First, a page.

1 Ghosts at Christmas
I like to come home at Christmas. We all do, or we all should. We ought to come home for a holiday – the longer the better – from the great boarding school where we are for ever working at our arithmetical slates, to take and give a rest.
We travel home across a winter prospect; by low-lying mist grounds, through fens and fogs, up long hills, winding dark as caverns between thick plantations, almost shutting out the sparkling stars; so, out on broad heights, until we stop at last, with sudden silence, at an avenue. The gate bell has a deep, half-awful sound in the frosty air; the gate swings open on its hinges; and, as we drive up to a great house, the glancing lights grow larger in the windows, and the opposing rows of trees seem to fall solemnly back on either side, to give us place. At intervals, all day, a frightened hare has shot across this whitened turf; or the distant clatter of a herd of deer trampling the hard frost has, for the minute, crushed the silence too. Their watchful eyes beneath the fern may be shining now, if we could see them, like the icy dewdrops on the leaves; but they are still, and all is still. And so, the lights growing larger, and the trees falling back before us, and closing up again behind us, as if to forbid retreat, we come to the house.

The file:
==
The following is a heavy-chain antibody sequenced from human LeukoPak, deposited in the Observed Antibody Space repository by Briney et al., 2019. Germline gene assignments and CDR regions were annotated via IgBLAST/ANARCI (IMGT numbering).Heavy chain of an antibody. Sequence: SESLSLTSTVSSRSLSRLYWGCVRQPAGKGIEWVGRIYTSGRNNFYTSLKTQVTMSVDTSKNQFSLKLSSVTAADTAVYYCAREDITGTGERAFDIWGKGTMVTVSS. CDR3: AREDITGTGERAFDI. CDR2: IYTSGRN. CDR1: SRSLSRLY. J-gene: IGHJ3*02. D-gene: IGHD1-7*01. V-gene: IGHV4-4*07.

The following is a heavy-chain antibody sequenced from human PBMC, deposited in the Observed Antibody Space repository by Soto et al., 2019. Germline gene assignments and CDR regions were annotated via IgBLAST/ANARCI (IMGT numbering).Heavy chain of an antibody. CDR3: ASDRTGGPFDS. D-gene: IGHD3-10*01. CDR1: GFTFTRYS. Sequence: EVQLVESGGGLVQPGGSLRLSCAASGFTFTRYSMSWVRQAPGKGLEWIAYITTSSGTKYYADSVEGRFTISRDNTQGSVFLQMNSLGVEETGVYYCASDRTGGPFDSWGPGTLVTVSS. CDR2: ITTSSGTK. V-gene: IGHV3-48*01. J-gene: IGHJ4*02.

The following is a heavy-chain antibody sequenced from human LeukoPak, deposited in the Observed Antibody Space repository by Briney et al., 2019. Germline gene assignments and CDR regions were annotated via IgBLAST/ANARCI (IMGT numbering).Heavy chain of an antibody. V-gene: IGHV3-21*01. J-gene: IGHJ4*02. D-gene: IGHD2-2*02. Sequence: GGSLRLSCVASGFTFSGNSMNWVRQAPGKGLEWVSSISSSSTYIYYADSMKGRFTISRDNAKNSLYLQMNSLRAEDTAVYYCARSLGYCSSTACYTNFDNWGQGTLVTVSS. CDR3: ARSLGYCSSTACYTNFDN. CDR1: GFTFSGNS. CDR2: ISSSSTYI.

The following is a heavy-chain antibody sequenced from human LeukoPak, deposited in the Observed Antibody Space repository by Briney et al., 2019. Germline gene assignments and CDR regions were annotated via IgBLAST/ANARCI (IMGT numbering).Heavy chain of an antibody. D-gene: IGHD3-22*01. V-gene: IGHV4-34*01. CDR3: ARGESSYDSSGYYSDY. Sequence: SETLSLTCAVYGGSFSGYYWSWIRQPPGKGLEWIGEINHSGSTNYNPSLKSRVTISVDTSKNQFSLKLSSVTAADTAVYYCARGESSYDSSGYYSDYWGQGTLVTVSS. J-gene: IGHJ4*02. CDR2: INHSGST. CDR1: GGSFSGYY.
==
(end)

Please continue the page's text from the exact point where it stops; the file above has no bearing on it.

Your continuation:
There is probably a smell of